There is a longstanding discussion on whether happiness is culturally relative or not. The available data suggest that all humans tend to assess how much they like their lives. The evaluation draws both on affective experience, which is linked to gratification of universal human needs and on cognitive comparison, which is framed by cultural standards of the good life. The overall appraisal seems to depend more on the former than on the latter source of information. Conditions for happiness appear to (...)
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  15. S. Van de Vathorst & C. Alvarez-Dardet, Doctors as Judges: The Verdict on Responsibility for Health.
    Debate Smokers, drinkers, animal fat eaters, the inactive and the obese, they are all blamed for their potential ill health by doctors, society and their families, in western societies victim blaming is a widespread phenomenon. Doctors are encouraged or even put under pressure to judge behaviour as a tool to allocate and ration medical procedures, by governments or insurance companies that want to keep the healthcare expenditure within strict limits. In recent years the knowledge obtained by risk factor epidemiology and (...)
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  16. S. Stremersch & P. C. Verhoef, Globalization of Authorship in the Marketing Discipline: Does It Help or Hinder the Field?
    Marketing scholars have reflected upon the marketing discipline's internal evolution before. However, no prior study has assessed the globalization of authorship in our discipline, let alone assessed its consequences for the field. This paper addresses the following two questions: Is there evidence of increasing globalization of authorship in the marketing discipline? If so, does it help or hinder the field? Our work shows empirically how the globalization of our discipline evolved, how U.S. dominance is fading, and which countries experienced a (...)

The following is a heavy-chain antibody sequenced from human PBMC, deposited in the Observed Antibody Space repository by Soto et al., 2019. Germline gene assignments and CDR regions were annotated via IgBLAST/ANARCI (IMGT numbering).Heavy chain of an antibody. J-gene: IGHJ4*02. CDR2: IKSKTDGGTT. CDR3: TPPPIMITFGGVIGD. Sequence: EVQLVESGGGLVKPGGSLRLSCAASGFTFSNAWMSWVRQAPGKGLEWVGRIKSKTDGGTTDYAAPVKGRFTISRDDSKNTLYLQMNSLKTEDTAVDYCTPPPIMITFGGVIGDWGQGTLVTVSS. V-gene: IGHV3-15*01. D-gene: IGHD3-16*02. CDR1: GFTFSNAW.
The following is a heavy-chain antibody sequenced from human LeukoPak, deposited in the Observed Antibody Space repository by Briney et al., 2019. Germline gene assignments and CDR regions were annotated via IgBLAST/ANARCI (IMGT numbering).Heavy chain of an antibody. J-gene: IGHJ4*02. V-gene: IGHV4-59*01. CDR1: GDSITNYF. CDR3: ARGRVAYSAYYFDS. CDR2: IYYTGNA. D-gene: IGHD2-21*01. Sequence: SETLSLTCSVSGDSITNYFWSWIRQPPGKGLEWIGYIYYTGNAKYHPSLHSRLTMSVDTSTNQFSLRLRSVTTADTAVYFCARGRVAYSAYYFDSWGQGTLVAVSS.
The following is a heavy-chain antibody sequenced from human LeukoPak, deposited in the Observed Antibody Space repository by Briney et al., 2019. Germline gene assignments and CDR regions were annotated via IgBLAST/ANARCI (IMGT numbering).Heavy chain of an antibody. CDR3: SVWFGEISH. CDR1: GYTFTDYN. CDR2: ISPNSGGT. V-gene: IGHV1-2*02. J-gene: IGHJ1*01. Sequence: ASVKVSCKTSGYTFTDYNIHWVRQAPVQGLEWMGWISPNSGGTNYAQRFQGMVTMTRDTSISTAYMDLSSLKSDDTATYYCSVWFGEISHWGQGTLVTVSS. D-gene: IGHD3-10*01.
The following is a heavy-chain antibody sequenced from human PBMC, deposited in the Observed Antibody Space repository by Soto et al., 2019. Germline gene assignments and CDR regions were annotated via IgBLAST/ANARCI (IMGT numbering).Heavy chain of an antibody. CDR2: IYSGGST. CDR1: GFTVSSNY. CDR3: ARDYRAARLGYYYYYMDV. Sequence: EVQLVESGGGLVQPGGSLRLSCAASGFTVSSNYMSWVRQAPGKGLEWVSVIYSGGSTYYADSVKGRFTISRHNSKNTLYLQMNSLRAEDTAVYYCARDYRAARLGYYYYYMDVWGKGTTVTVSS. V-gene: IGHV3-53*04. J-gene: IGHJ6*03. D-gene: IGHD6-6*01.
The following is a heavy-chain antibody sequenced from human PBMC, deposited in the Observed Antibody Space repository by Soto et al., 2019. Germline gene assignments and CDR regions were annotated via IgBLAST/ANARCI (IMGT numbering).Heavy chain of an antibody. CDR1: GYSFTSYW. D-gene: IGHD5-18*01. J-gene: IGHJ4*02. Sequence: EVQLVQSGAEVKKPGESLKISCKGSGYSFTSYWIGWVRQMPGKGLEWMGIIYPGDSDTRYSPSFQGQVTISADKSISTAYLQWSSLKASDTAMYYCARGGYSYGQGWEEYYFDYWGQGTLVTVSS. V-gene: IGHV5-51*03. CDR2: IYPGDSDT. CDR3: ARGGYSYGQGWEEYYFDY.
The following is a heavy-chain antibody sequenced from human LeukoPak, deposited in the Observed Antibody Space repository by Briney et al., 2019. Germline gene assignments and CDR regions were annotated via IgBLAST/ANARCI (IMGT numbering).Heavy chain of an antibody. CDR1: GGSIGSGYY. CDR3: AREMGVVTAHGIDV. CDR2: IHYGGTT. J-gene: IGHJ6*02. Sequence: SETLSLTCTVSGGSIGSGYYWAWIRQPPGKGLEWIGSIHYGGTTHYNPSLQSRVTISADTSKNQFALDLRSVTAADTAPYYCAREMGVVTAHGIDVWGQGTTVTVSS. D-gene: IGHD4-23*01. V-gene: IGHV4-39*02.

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  17. T. -D. Truong, Feminist Knowledge and Human Security.
    The essay proposes to re-orient feminist debates on epistemology towards the care-security nexus as a pathway that can plausibly provide an integral understanding of a human-centred and eco-minded security. Seeing "gender" in binary terms tends to produce an understanding of "care" as "female" and "security" as "male". Care, when free from the constraints of gender as a binary construct, can play an important role in revealing the depth of ethical-political concerns and help expand the understanding of security. By revisiting the (...)
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  18. S. Stremersch, N. M. A. Camacho, S. Vanneste & I. W. J. Verniers, Unraveling Scientific Impact.
    The number of citations a paper receives is the most commonly used measure of scientific impact. In this paper, we study not only the number but also the type of citations that 659 marketing articles generated. We discern five citation types: application, affirmation, negation, review and perfunctory mention . Prior literature in scientometrics recognizes that the former three types, on average, signal a higher level of scientific indebtedness than the latter two types. In our sample, these three types of citation (...)
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  19. I. P. Van Staveren & D. R. Gasper, Development as Freedom : Contributions and Shortcomings of Amartya Sen's Development Philosophy for Feminist Economics.